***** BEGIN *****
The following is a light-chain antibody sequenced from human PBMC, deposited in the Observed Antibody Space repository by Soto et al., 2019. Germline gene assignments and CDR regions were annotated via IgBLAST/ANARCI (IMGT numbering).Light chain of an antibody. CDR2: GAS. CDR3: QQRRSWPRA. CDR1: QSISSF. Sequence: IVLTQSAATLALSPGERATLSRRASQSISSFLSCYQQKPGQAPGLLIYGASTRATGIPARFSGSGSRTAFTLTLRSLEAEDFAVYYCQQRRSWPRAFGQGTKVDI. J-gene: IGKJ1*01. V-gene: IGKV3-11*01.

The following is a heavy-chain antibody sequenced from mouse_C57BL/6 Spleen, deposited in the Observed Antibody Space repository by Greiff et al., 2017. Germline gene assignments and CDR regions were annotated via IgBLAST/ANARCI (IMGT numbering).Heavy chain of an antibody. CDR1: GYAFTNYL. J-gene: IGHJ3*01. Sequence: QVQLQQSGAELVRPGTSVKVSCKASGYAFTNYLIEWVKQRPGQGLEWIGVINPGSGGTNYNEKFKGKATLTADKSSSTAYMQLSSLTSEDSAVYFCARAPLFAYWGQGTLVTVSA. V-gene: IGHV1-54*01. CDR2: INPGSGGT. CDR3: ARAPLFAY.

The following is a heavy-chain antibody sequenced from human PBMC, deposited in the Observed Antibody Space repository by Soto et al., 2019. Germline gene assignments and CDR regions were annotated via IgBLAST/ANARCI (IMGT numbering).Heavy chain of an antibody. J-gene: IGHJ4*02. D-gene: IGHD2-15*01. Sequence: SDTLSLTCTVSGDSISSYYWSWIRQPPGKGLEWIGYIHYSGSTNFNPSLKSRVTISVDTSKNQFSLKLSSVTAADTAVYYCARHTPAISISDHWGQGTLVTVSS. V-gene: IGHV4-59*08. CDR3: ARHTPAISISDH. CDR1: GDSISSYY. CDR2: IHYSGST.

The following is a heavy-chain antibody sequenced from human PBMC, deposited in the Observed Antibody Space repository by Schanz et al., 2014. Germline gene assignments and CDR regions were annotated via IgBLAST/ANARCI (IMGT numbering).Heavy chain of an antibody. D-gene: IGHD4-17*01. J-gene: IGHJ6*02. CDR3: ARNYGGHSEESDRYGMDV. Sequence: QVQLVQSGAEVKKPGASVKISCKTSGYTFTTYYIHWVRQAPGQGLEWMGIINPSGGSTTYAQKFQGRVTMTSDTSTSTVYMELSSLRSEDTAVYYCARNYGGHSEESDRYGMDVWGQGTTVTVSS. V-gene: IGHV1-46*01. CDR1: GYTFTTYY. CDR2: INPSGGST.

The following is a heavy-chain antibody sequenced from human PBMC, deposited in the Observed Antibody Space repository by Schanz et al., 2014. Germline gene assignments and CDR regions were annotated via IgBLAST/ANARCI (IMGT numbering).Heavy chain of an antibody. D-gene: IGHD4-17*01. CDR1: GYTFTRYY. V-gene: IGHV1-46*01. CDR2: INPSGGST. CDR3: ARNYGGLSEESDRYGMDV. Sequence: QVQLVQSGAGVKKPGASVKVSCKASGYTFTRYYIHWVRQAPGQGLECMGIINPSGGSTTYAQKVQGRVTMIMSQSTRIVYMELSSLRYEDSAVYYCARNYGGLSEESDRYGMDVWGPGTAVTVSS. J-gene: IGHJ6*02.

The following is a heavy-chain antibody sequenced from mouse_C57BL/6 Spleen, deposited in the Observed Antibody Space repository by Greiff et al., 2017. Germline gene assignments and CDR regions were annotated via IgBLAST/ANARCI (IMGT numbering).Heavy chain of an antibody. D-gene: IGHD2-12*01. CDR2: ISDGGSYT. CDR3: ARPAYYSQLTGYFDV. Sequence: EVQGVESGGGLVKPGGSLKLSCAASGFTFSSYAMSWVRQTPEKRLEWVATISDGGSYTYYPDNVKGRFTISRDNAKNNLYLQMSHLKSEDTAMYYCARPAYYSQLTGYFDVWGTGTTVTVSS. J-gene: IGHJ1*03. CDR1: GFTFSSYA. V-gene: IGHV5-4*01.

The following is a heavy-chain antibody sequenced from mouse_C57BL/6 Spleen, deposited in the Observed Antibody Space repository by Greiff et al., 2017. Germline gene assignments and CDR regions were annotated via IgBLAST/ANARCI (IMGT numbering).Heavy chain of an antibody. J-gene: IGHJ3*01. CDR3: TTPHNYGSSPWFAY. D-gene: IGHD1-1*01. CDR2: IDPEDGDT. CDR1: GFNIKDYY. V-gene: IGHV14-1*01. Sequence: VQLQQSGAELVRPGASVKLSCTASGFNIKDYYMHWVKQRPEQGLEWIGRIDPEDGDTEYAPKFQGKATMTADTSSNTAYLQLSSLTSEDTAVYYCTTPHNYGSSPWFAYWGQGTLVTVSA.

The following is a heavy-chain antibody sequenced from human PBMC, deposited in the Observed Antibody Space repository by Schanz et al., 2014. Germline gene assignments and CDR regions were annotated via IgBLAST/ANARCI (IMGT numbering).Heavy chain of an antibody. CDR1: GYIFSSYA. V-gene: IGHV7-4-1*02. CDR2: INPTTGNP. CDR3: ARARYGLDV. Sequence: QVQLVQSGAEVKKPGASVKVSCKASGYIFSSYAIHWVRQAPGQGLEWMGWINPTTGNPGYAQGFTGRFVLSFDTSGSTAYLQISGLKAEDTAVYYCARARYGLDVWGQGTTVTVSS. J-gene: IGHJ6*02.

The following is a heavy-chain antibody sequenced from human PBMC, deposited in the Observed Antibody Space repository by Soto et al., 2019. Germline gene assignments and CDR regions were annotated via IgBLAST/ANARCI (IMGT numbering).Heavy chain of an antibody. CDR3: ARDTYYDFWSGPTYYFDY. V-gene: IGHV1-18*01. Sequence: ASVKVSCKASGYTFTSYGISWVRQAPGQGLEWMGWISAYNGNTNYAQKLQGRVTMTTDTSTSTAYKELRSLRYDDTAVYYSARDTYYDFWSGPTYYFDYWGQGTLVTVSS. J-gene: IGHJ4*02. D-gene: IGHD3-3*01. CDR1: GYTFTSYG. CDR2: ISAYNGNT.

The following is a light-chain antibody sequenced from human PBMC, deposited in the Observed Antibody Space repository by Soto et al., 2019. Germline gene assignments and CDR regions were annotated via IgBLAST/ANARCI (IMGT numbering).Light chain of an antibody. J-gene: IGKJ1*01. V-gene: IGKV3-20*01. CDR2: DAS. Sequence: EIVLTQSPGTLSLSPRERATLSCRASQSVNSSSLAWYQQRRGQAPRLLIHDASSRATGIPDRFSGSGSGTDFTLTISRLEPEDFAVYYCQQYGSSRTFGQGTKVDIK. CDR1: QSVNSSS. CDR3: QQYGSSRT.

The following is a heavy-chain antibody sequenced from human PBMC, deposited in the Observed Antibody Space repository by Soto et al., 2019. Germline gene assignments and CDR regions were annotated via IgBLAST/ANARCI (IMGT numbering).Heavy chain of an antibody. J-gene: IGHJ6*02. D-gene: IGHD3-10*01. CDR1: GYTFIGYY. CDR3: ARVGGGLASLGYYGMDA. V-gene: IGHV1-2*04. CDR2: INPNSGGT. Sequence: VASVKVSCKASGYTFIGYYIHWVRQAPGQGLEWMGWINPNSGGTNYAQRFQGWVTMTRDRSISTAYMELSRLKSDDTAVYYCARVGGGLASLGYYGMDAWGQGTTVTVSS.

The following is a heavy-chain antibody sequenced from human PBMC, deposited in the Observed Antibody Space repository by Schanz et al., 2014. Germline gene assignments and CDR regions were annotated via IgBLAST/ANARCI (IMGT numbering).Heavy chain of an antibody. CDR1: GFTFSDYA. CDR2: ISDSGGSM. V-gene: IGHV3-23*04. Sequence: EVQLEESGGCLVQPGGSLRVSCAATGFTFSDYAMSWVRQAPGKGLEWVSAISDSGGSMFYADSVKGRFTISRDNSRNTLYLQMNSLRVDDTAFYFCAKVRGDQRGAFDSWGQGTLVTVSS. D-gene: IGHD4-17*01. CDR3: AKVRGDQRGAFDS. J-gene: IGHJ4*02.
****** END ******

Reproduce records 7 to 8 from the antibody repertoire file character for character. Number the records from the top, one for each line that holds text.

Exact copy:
The following is a heavy-chain antibody sequenced from mouse_C57BL/6 Spleen, deposited in the Observed Antibody Space repository by Greiff et al., 2017. Germline gene assignments and CDR regions were annotated via IgBLAST/ANARCI (IMGT numbering).Heavy chain of an antibody. J-gene: IGHJ3*01. CDR3: TTPHNYGSSPWFAY. D-gene: IGHD1-1*01. CDR2: IDPEDGDT. CDR1: GFNIKDYY. V-gene: IGHV14-1*01. Sequence: VQLQQSGAELVRPGASVKLSCTASGFNIKDYYMHWVKQRPEQGLEWIGRIDPEDGDTEYAPKFQGKATMTADTSSNTAYLQLSSLTSEDTAVYYCTTPHNYGSSPWFAYWGQGTLVTVSA.

The following is a heavy-chain antibody sequenced from human PBMC, deposited in the Observed Antibody Space repository by Schanz et al., 2014. Germline gene assignments and CDR regions were annotated via IgBLAST/ANARCI (IMGT numbering).Heavy chain of an antibody. CDR1: GYIFSSYA. V-gene: IGHV7-4-1*02. CDR2: INPTTGNP. CDR3: ARARYGLDV. Sequence: QVQLVQSGAEVKKPGASVKVSCKASGYIFSSYAIHWVRQAPGQGLEWMGWINPTTGNPGYAQGFTGRFVLSFDTSGSTAYLQISGLKAEDTAVYYCARARYGLDVWGQGTTVTVSS. J-gene: IGHJ6*02.